● Identify the material that is to be cut; most blade manufacturers will have a chart which shows which of their blades are suitable for which material. If you are only cutting one type of material then select the blade that is designed for that particular material as it will cut more efficiently and should offer more life. This is particularly important if you are cutting either very abrasive or very hard materials as a compromise will result in disappointment.
● If it is to be used in more than one material, i.e. concrete and asphalt, then select the material that will be cut most frequently and buy a blade suitable for that material. Any diamond blade will work more efficiently in the material it is designed for. Beware of blades that claim to cut an array of products from steel to asphalt as you will be compromising either on cutting speed, life or both.
● Once the correct type of blade has been selected, decide which quality or price bracket is required. Please remember that you cannot always determine the quality of a blade by the price as many merchants and resellers build in heavy profit margins.
a) More expensive or better quality blades should cut faster and offer more life and as a result offer savings over cheaper blades
b) Cheaper blades will not cut as smoothly or efficiently and will not offer as much life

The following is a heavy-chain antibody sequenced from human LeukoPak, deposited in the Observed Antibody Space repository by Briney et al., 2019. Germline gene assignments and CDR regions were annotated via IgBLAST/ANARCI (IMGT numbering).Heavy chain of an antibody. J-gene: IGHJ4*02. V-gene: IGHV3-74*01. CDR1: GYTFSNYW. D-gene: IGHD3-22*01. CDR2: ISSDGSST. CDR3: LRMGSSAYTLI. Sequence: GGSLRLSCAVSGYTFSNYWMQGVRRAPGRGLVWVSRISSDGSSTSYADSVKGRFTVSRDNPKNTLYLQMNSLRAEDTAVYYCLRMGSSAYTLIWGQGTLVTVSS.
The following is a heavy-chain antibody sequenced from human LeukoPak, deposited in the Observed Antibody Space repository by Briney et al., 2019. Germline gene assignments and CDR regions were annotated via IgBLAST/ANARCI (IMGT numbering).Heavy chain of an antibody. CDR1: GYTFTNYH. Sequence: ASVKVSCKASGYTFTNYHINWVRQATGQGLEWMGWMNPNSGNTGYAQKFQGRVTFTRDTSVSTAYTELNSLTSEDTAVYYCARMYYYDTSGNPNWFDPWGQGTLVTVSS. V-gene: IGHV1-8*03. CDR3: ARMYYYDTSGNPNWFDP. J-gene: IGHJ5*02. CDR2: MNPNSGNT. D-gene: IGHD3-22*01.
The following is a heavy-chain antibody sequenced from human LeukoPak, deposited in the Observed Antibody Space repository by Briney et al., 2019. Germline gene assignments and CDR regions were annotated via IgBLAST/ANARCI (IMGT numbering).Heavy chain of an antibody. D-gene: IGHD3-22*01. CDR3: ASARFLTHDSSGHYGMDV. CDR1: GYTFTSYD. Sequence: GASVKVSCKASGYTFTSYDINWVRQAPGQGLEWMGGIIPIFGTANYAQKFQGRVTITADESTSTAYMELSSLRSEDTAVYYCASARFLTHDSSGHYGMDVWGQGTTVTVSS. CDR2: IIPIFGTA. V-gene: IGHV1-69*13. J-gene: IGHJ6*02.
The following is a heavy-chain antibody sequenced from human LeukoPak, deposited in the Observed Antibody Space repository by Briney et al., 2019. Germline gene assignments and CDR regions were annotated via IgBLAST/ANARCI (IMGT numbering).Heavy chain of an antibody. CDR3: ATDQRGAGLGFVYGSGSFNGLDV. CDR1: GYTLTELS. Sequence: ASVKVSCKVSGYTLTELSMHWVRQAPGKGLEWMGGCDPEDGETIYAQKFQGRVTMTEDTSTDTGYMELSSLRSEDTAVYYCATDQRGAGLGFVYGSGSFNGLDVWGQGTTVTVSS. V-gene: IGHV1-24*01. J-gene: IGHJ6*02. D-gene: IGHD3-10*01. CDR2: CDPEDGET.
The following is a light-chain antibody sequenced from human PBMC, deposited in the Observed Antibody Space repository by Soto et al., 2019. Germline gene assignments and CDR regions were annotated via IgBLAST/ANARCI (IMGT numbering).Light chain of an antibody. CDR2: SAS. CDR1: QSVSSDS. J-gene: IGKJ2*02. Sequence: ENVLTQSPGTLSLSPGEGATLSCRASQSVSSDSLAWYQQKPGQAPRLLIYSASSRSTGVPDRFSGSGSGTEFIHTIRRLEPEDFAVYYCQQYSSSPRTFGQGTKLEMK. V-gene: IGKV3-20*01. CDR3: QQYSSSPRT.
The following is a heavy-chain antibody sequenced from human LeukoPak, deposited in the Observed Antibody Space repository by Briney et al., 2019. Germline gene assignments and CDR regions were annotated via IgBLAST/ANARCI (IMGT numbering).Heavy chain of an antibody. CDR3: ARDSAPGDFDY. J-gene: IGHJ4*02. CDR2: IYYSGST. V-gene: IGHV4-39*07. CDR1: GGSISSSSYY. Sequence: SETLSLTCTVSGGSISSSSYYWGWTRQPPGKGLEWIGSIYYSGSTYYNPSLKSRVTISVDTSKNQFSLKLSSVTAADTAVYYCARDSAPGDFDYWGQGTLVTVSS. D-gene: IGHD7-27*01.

● Always use a reputable supplier who is able to advise you as to which blade is most suitable for your requirements.
Commonly Used Terms & Features & What They Really Mean
● Many blades will have Deep Segments (sometimes up to 17mm). Deeper segments are often used to convince the user that the blade will give good life but often the diamond in the segment is of a lower concentration and lower grade than a standard segment and it will not offer any greater life. Changes in EN13236 should mean that fewer of these deeper segmented blades will be available.
● Turbo Segments are used because they can extend the life of a blade by removing slurry more quickly and in some instances they cut more quickly because there is actually less surface area to the segment. In recent years this type of segment has been used more often as many users perceive a blade of this type to be better quality, it is not always the case.
● Cooling Holes are really only needed when cutting hard materials or if you have a continuous rim blade as they help to keep the blade cool and prevent the steel core from losing tension. Again cooling holes are often used to give diamond blades the appearance of being better quality than they actually are.
● Multi Purpose Blades claim to be able to cut any construction material including steel. In reality they probably have quite soft segments which allow them to cut harder materials and deeper segments to disguise the fast wear rate. Generally speaking a blade of this type will not offer very good life in more abrasive materials such as concrete paviors or natural stone.
● General Purpose Blades these days tend to be at the cheaper end of the scale. Normally a general purpose blade would have a segment of medium hardness which means that it is OK to cut a range of building materials but it would not be very good for hard materials or abrasive materials.
● Sintering or sintered blades do not have the extra security of the laser weld and it is a cheaper manufacturing process. Although this type of blade complies with all regulations it is generally thought of as being not as secure as laser welded blades and it would normally be used on cheaper blades.